<1% (Limited to important or life-threatening): Anaphylactic/anaphylactoid reactions, angioedema, cardiac/cardiorespiratory arrest, cardiac rhythm abnormalities, congestive heart failure, cyanosis, fatigue, hypotension (clinically significant); infusion site reactions (including bruising, burning, erythema, irritation, pain, swelling, warmth); ischemic myocardial events, loss of consciousness, pulse absent, syncope, tachycardia, unresponsiveness, urticaria, wheezing
Concerns related to adverse effects:
• Hypersensitivity reactions: [US Boxed Warning]: Serious hypersensitivity reactions, including anaphylactic-type reactions (some fatal), may occur, presenting with cardiac/cardiorespiratory arrest, clinically significant hypotension, syncope, or unresponsiveness even in patients who previously tolerated ferumoxytol. Equipment for resuscitation and trained personnel experienced in handling emergencies should be immediately available during use. Monitor patients for signs/symptoms of hypersensitivity reactions, including blood pressure and pulse during and ≥30 minutes (until clinically stable) following administration. Other hypersensitivity reactions have also occurred (pruritus, rash, urticaria, wheezing). Patients with multiple drug allergies may have greater risk of anaphylaxis; elderly patients with multiple or serious comorbidities who develop hypersensitivity and/or hypotension after ferumoxytol may be at greater risk for serious adverse events.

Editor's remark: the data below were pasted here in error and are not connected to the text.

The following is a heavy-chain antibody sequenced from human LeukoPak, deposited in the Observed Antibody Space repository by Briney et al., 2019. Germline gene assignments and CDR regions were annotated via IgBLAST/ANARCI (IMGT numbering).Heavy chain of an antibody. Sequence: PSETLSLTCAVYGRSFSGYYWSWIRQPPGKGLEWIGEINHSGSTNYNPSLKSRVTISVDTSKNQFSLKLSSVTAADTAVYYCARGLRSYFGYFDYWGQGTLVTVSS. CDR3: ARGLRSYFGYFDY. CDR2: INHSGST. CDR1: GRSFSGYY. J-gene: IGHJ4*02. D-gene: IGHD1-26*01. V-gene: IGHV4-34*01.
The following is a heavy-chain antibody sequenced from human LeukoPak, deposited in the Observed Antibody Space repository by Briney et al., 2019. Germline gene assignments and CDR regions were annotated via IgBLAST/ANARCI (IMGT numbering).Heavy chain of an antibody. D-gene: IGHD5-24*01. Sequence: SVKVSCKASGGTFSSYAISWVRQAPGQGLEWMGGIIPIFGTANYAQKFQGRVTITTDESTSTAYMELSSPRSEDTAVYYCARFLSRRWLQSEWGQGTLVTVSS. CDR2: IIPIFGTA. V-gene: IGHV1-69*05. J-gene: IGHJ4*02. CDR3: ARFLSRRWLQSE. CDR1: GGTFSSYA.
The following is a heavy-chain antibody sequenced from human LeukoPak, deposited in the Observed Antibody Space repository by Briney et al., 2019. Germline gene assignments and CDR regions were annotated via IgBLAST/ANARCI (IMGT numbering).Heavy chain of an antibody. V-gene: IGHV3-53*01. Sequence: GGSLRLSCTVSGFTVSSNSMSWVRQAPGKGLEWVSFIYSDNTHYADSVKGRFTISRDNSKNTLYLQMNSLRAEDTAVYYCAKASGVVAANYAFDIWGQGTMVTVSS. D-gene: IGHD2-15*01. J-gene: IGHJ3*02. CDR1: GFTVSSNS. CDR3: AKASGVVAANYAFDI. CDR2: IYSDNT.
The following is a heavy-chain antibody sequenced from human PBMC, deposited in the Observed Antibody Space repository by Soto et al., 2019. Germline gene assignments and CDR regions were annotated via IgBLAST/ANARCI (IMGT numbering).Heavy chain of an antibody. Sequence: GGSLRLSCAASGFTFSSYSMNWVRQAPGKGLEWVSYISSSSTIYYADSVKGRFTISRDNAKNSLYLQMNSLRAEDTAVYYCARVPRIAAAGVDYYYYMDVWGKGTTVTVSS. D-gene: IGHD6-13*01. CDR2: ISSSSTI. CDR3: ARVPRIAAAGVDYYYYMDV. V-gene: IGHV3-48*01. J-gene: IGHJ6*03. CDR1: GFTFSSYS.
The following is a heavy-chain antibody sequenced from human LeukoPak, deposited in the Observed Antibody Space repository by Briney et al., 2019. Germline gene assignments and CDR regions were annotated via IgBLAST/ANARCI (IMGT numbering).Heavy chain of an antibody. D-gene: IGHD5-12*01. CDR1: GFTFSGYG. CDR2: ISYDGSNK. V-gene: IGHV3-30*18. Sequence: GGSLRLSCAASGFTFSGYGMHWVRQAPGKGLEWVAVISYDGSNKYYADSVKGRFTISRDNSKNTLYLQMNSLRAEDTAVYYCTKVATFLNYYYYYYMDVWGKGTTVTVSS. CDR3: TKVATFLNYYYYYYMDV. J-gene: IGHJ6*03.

• Hypotension: Hypotension, including serious hypotensive reactions, may occur; monitor patients for hypotension following administration.
Concurrent drug therapy issues:
• Drug-drug interactions: Potentially significant interactions may exist, requiring dose or frequency adjustment, additional monitoring, and/or selection of alternative therapy. Consult drug interactions database for more detailed information.
• Appropriate use: Do not administer in the presence of tissue iron overload; periodic monitoring of hemoglobin, serum ferritin, serum iron, and transferrin saturation is recommended. Serum iron and transferrin-bound iron may be overestimated in laboratory assays if level is drawn during the first 24 hours following administration.